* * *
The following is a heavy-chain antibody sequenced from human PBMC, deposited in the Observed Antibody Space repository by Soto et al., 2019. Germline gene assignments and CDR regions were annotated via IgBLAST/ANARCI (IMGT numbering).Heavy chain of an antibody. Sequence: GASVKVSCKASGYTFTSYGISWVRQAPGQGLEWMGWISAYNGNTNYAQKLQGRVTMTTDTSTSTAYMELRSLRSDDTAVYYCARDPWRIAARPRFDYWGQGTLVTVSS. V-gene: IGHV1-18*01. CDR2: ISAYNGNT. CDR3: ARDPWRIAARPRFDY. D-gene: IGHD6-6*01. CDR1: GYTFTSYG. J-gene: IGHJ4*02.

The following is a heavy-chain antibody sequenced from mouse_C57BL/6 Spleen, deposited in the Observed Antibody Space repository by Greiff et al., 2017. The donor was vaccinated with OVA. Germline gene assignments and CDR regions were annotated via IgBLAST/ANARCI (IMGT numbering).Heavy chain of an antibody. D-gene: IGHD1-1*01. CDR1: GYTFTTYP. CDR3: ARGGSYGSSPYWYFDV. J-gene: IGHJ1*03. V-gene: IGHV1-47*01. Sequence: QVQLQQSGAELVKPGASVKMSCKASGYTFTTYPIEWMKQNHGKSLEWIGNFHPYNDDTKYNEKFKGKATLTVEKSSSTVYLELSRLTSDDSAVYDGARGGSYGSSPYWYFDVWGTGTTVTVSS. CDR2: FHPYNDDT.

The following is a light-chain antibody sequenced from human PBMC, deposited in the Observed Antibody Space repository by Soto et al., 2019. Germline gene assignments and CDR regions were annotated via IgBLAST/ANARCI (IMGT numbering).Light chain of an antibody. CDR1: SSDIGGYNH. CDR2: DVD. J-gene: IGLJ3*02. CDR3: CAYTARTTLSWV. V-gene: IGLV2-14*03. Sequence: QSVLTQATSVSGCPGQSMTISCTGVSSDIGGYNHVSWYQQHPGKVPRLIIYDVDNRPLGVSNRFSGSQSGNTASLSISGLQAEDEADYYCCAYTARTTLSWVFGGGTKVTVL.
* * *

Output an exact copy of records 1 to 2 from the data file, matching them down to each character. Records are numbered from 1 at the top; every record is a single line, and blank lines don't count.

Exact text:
The following is a heavy-chain antibody sequenced from human PBMC, deposited in the Observed Antibody Space repository by Soto et al., 2019. Germline gene assignments and CDR regions were annotated via IgBLAST/ANARCI (IMGT numbering).Heavy chain of an antibody. Sequence: GASVKVSCKASGYTFTSYGISWVRQAPGQGLEWMGWISAYNGNTNYAQKLQGRVTMTTDTSTSTAYMELRSLRSDDTAVYYCARDPWRIAARPRFDYWGQGTLVTVSS. V-gene: IGHV1-18*01. CDR2: ISAYNGNT. CDR3: ARDPWRIAARPRFDY. D-gene: IGHD6-6*01. CDR1: GYTFTSYG. J-gene: IGHJ4*02.

The following is a heavy-chain antibody sequenced from mouse_C57BL/6 Spleen, deposited in the Observed Antibody Space repository by Greiff et al., 2017. The donor was vaccinated with OVA. Germline gene assignments and CDR regions were annotated via IgBLAST/ANARCI (IMGT numbering).Heavy chain of an antibody. D-gene: IGHD1-1*01. CDR1: GYTFTTYP. CDR3: ARGGSYGSSPYWYFDV. J-gene: IGHJ1*03. V-gene: IGHV1-47*01. Sequence: QVQLQQSGAELVKPGASVKMSCKASGYTFTTYPIEWMKQNHGKSLEWIGNFHPYNDDTKYNEKFKGKATLTVEKSSSTVYLELSRLTSDDSAVYDGARGGSYGSSPYWYFDVWGTGTTVTVSS. CDR2: FHPYNDDT.